'Change is in the air': Kenosha community airs concerns to elected officials following Jacob Blake shooting

NOW: ’Change is in the air’: Kenosha community airs concerns to elected officials following Jacob Blake shooting

KENOSHA, Wis. (CBS 58) -- Two weeks after Jacob Blake was shot, members of the Kenosha community are pushing for reforms at the state Capitol.

Local protesters and activists held a rally on Sunday, Sept. 6, near 52nd Street and 13th Court, during which they aired their concerns in front of elected officials.

"Why is it that we need a permit to protest? Sometimes even when we have a permit, people still get arrested," said a Kenosha activist who goes by the name Billy Violet.

Many of the ideas were about changes they'd like to see from law enforcement, such as more training for officers or mandatory psychological evaluations for police.

"Why is excessive use of force so loosely defined that these officers can get away with anything that they want?" Violet asked. "We need legislation that clearly identifies and specifies what the correct hierarchy is for use of force."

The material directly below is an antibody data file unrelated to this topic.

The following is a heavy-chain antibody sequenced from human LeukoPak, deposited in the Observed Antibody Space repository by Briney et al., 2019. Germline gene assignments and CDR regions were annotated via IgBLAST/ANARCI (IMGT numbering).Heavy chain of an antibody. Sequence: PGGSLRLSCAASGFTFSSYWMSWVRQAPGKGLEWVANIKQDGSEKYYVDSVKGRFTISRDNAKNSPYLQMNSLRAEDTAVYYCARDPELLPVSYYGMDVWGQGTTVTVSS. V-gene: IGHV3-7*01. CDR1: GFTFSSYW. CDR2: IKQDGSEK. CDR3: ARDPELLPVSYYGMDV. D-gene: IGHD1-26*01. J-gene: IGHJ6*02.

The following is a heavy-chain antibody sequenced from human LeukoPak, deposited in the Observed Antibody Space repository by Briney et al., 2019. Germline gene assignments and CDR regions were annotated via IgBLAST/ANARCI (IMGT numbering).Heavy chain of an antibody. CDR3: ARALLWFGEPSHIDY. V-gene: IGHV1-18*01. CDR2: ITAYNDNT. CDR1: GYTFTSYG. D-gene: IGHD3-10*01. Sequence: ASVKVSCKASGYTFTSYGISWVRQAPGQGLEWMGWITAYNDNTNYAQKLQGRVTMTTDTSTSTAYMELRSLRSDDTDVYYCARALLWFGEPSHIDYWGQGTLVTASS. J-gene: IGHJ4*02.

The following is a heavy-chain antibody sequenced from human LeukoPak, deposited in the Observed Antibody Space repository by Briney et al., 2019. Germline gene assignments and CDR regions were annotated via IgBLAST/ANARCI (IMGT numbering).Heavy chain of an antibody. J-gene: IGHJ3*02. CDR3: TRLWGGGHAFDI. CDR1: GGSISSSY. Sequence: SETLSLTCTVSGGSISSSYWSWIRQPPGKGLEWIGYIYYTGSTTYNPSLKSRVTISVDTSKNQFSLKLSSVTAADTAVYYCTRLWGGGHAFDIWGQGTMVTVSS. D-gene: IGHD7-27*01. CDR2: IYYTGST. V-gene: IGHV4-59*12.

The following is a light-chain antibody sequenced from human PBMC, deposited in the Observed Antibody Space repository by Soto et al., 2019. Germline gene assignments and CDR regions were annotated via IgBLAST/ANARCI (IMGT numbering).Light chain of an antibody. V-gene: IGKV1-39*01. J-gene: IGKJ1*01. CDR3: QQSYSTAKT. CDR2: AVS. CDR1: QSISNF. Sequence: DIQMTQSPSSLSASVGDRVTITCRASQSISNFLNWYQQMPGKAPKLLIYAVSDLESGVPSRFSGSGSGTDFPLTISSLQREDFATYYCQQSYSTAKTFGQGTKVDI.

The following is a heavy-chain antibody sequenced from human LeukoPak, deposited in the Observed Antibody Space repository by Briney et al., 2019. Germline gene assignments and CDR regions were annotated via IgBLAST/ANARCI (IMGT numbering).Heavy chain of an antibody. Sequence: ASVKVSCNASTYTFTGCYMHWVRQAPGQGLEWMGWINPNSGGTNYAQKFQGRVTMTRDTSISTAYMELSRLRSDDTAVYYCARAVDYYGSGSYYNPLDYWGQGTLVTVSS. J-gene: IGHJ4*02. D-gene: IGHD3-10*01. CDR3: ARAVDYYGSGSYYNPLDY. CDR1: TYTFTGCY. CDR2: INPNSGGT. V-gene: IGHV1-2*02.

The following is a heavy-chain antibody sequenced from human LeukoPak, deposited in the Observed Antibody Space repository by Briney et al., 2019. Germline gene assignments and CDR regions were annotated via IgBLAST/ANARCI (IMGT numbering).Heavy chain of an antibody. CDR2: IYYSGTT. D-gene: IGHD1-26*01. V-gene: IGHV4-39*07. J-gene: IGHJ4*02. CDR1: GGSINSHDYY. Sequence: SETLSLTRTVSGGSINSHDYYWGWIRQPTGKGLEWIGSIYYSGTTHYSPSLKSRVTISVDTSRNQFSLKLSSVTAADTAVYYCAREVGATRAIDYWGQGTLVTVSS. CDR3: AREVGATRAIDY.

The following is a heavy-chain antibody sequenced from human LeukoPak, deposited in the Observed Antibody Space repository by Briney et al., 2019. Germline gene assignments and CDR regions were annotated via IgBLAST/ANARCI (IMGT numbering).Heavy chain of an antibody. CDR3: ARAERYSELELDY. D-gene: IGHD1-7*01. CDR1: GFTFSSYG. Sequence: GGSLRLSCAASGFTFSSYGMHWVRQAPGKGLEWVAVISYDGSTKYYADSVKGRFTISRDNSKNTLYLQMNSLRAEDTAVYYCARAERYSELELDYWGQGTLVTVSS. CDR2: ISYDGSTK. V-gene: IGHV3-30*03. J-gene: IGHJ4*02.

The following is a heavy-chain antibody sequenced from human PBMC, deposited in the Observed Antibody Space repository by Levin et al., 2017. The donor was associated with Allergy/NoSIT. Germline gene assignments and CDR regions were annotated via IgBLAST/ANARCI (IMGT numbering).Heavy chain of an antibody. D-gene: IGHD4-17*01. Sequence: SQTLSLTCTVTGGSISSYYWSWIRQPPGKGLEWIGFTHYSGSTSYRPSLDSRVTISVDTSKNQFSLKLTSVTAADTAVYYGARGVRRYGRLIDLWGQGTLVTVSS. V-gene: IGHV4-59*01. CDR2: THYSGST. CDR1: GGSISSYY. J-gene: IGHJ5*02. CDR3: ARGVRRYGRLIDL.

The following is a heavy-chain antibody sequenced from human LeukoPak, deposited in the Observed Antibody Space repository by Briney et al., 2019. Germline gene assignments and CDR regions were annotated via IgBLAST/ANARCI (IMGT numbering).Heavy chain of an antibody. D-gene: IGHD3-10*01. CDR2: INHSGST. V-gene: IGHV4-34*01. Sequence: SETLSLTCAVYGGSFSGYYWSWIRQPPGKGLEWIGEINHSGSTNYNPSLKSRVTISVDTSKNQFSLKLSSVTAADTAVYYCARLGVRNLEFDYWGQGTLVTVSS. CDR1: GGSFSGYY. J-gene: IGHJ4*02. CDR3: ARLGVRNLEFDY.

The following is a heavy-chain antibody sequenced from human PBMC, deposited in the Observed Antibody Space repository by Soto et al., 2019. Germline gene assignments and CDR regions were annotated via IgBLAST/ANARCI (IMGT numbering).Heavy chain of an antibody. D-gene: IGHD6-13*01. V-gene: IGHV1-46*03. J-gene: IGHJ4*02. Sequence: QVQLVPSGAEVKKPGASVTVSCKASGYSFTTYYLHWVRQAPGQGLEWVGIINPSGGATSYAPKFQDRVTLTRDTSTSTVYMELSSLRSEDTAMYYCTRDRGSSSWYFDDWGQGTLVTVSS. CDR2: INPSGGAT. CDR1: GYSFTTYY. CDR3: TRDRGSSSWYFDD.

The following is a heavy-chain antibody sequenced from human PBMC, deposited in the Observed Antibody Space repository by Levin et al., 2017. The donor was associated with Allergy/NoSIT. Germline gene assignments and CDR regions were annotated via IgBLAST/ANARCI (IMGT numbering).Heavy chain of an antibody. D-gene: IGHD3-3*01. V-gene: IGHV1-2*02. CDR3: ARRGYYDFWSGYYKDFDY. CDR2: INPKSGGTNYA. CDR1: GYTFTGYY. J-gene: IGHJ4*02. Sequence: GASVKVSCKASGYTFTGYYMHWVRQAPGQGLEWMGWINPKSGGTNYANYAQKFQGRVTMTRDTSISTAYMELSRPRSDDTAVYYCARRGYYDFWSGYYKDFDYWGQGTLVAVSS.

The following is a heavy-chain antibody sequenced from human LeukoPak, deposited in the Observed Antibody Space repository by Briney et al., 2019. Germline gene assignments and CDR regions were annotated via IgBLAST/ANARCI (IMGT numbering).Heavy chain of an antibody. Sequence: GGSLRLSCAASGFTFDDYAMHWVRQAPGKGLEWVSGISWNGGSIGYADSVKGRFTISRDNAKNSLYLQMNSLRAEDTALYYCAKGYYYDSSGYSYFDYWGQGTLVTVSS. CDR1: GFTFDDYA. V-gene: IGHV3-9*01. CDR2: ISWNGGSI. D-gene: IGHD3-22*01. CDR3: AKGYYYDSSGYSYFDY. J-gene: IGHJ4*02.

Community members stood before Reps. Tod Ohnstad and Tip McGuire, both Democrats from Kenosha, and three members of the Legislative Black Caucus: Sen. Lena Taylor, Rep. LaKeshia Myers and Rep. David Bowen, all Democrats from Milwaukee.

"There are only seven African-American people that serve out of 132 (legislators) in this entire state," Myers said.

Following the shooting of Blake, many local activists are demanding more accountability and transparency from Kenosha police.

"I know that Kenosha (Police Department) does not have body cameras ... so then we as a people must make them become more accountable," said community member David Hood.

Milwaukee activist Vaun Mayes took it a step further.

"There needs to be a 30 to 90 day bodycam release mandate on footage on high-profile cases. We should not be waiting years to see these footages," Mayes said.

Blake's uncle delivered an optimistic message to the crowd about future generations.

"Do y'all feel what we feel as the Blake family in the air? ... Change is in the air," said Justin Blake.

And lawmakers had a message, too: Their doors are open.

"We are happy to listen. We are always happy to hear the concerns from people in our community," McGuire said.

Community members also spoke about other issues they'd like to see tackled in legislation. The ideas ranged from bringing back voting rights for felons and inmates to helping tackle food insecurity and build more grocery stores in Kenosha.

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